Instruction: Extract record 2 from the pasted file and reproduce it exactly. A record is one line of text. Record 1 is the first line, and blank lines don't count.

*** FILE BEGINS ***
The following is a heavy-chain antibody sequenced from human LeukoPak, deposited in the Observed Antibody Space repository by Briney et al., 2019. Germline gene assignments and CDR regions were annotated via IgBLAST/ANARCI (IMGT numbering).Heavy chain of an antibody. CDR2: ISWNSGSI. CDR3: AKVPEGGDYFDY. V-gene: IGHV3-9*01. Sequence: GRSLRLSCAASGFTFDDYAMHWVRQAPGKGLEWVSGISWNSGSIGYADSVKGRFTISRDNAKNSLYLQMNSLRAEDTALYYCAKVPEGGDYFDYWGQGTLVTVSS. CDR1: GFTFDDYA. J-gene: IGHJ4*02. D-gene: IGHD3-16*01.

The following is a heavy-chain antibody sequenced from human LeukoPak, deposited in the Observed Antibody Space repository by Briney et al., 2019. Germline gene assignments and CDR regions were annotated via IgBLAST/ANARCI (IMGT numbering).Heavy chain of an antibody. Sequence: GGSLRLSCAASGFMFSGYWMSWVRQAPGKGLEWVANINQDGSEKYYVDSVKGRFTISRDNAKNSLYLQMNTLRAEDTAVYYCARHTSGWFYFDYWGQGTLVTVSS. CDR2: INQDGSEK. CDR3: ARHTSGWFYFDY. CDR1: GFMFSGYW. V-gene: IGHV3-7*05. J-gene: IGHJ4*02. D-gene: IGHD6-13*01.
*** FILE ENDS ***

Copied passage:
The following is a heavy-chain antibody sequenced from human LeukoPak, deposited in the Observed Antibody Space repository by Briney et al., 2019. Germline gene assignments and CDR regions were annotated via IgBLAST/ANARCI (IMGT numbering).Heavy chain of an antibody. Sequence: GGSLRLSCAASGFMFSGYWMSWVRQAPGKGLEWVANINQDGSEKYYVDSVKGRFTISRDNAKNSLYLQMNTLRAEDTAVYYCARHTSGWFYFDYWGQGTLVTVSS. CDR2: INQDGSEK. CDR3: ARHTSGWFYFDY. CDR1: GFMFSGYW. V-gene: IGHV3-7*05. J-gene: IGHJ4*02. D-gene: IGHD6-13*01.